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PAGES 407-410
•Events that change communities by removing or destroying
• Abiotic examples: droughts, fires, floods, etc.
• Biotic examples: elephants tearing up trees, prairie dogs
moving soil for burrows, etc
• Human examples: bulldozing, paving, etc
•Ability to withstand a disturbance and maintain constant
• The more species richness and evenness in an area, the more
stability a community shows
Ecological Succession
•Sequential and gradual growth of a community
•Primary succession: occurs when a community is first
formed (moving/melting glaciers, area covered by lava, rocky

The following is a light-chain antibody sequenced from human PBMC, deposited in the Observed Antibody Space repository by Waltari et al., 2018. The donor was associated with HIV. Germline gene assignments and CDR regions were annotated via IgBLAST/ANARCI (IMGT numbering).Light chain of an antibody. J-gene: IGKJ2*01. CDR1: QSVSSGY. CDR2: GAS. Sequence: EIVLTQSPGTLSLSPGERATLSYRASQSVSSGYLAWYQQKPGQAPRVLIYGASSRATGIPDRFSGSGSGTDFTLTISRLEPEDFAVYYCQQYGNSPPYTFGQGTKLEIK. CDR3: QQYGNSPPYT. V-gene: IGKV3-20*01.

outcropping, sand dunes, etc.)
• Occurs on bare rock
•Pioneer species are the first to colonize the area
• Microbes, lichens, and mosses must break down rocks into soil
before other organism can grow
•The community continues to change until a climax
community is reached
•Climax community: marked by the domination of long-lived
species and great diversity
•Secondary succession: occurs when succession must start
over after the destruction of a climax community (forest
fire, logging, farming, etc.)
• First the area will be settled by pioneer species, usually small
herbs, and will eventually become a climax community
1980 eruption of Mt. Saint Helens
Before the eruption
During and after the eruption